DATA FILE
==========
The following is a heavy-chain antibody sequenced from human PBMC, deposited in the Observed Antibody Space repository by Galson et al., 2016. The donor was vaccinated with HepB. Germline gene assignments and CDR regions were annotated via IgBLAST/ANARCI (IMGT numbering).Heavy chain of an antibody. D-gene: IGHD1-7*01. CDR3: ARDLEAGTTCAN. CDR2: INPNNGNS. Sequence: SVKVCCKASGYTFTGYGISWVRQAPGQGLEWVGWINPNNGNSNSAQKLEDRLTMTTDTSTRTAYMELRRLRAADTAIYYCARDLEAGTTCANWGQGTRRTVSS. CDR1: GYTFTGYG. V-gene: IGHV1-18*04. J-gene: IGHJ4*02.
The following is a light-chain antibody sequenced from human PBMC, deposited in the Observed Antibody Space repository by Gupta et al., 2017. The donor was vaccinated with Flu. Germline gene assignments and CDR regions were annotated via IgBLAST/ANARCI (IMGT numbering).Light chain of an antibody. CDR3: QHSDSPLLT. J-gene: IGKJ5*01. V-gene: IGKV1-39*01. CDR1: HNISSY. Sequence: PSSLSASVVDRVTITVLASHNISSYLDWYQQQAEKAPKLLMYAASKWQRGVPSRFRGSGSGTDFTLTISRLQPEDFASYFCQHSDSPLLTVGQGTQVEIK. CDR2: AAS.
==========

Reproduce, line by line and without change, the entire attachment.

The following is a heavy-chain antibody sequenced from human PBMC, deposited in the Observed Antibody Space repository by Galson et al., 2016. The donor was vaccinated with HepB. Germline gene assignments and CDR regions were annotated via IgBLAST/ANARCI (IMGT numbering).Heavy chain of an antibody. D-gene: IGHD1-7*01. CDR3: ARDLEAGTTCAN. CDR2: INPNNGNS. Sequence: SVKVCCKASGYTFTGYGISWVRQAPGQGLEWVGWINPNNGNSNSAQKLEDRLTMTTDTSTRTAYMELRRLRAADTAIYYCARDLEAGTTCANWGQGTRRTVSS. CDR1: GYTFTGYG. V-gene: IGHV1-18*04. J-gene: IGHJ4*02.
The following is a light-chain antibody sequenced from human PBMC, deposited in the Observed Antibody Space repository by Gupta et al., 2017. The donor was vaccinated with Flu. Germline gene assignments and CDR regions were annotated via IgBLAST/ANARCI (IMGT numbering).Light chain of an antibody. CDR3: QHSDSPLLT. J-gene: IGKJ5*01. V-gene: IGKV1-39*01. CDR1: HNISSY. Sequence: PSSLSASVVDRVTITVLASHNISSYLDWYQQQAEKAPKLLMYAASKWQRGVPSRFRGSGSGTDFTLTISRLQPEDFASYFCQHSDSPLLTVGQGTQVEIK. CDR2: AAS.